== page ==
Friday, 2 April 2010

Seeing the world through new eyes

I flew into New York for the first time on a crisp, clear blue early Spring day in 1981. The flight path went directly across Manhattan and I’ll never forget how my excitement at seeing the stunning skyline of skyscrapers was tinged with disappointment in that ‘it looks just like it does on the television’.

That is one thought that I can almost guarantee will never cross the mind of a visitor to Nigeria, Nollywood aficionados excepted of course.

Seeing something for the first time, whether it’s dramatic alpine scenery, the hustle and bustle of a busy street, or a village in rural Nigeria, has always been a delight for me. I think that some of the motivation to come and volunteer was to be able to see things for the first time. Things that I wouldn’t have seen before on the television or in movies.

I’ve been in Nigeria for almost 17 months now and, as an excursion to nearby, but very rural Zakwa today proved, there are still always new sights to see, and new experiences to savour. It’s not my first time to Zakwa, but it was for Teleri who accompanied me to the dedication in the local ECWA church of Fantsuam’s Field Officer Grace’s four children.

The day involved a lot of walking but thankfully a lot less waiting than your usual Nigerian ‘event’.

Here are some pictures of a typical weekend day in rural Nigeria.

After a 20 minute dusty walk up from the main road through the harmattan haze we arrived in the wide, rambling village of Zakwa, and met up with Field Officer Sarah – I knew where her house was (at least I thought I did) and she knew where the church was.

... meeting up with friends and neighbours along the way – busy with weekend chores or on their way into church.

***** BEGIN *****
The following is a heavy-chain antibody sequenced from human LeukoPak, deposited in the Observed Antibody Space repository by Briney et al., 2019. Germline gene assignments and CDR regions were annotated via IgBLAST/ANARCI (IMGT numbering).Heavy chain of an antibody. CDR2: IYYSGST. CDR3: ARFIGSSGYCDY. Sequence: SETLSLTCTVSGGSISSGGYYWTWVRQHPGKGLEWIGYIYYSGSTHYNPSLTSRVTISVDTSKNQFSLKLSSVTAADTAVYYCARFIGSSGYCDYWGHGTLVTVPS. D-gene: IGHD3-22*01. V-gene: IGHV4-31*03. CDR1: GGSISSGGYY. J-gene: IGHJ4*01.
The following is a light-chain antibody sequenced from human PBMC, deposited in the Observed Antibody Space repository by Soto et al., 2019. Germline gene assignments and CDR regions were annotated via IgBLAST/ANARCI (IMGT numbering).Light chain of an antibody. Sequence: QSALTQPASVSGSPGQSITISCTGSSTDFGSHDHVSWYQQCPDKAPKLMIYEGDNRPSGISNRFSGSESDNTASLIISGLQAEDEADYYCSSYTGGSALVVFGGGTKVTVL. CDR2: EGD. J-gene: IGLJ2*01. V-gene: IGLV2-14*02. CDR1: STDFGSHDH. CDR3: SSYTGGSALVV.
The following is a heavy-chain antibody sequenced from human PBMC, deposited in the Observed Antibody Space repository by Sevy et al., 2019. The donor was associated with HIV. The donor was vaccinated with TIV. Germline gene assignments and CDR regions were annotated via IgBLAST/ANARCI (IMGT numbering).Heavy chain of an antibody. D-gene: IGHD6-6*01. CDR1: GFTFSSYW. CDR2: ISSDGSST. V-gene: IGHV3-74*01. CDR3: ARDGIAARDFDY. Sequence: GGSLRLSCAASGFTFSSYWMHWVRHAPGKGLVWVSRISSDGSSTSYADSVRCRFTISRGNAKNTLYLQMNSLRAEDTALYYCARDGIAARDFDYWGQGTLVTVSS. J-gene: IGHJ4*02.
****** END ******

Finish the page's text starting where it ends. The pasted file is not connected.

After the minister regained his composure having realised there were two white women in his congregation, the dedication for Grace’s family began about half way through the 2.5 hour service.

After the speeches, the drums start to roll and the choir starts to sing as the congregation file up the aisle to drop their Naira in the bucket and congratulate the family. Richie, son of another Field Officer snaps the occasion with his phone.

After church we followed the crowd, many carrying their chairs from the church, across the fields to Grace’s house where a party was taking off complete with canopies and PA system. Teleri and I were invited into the house for some tasty jollof rice and beans porridge washed down with a mineral before being ushered outside to join the rest of Grace’s Fantsuam colleagues under the marquee whilst the kids jostled for a spot with a good view of proceedings.

And then the programme began with the cultural dancers....

.. and the professional ones, i.e. the ones dancing for money. Notice the fistful of notes about to disburse over my shoulder.. Before Grace and her family step up for the official family group photo.

We left before ‘Item 7’ on the programme (well, we’d already had ours earlier) and accompanied Sarah to pay a return visit to her mother-in-law who’d sheltered me and ten small children from a rainstorm almost one year previously.

Passing through compounds and greeting her friends, we had some fine views of this pretty village half of which surprisingly (since it's about 20 minutes drive away) comes under the Kagoro chiefdom.

Awww cute little piglets... and not so cute little girl with sharpened hoe.. Children in Zakwa employ impressive tools in the forage for sweet potatoes. In Kpak Kagoro they just use sticks.

Soon we arrived at Sarah's mother in law's house: she and her family greeted us warmly, grateful for the pictures that I had sent with Sarah following our last visit. However this proud kaka insisted that I retake her picture, this time with both of her slippers on.

As soon as the camera comes out, the kids line up to be snapped behind a large basin of filling, the by-product resulting when extracting the locus bean from its pods..
But it's getting late and it's a long walk back to the main road so Teleri and I say our goodbyes and start off back down the dusty track.

1 comment:

Sabine said...

Dear Cicely,
I must admit, I was shocked seeing how thick harmattan is still sitting on top of the country. I spoke to Rebecca the other day and she told me that it had already rained and I assumed it must be much clearer by now ...
Well, I really hope your camery comes back to life somehow and you keep us updated with stories and photos from Nigeria. Sai anyuma. Sabine & Markus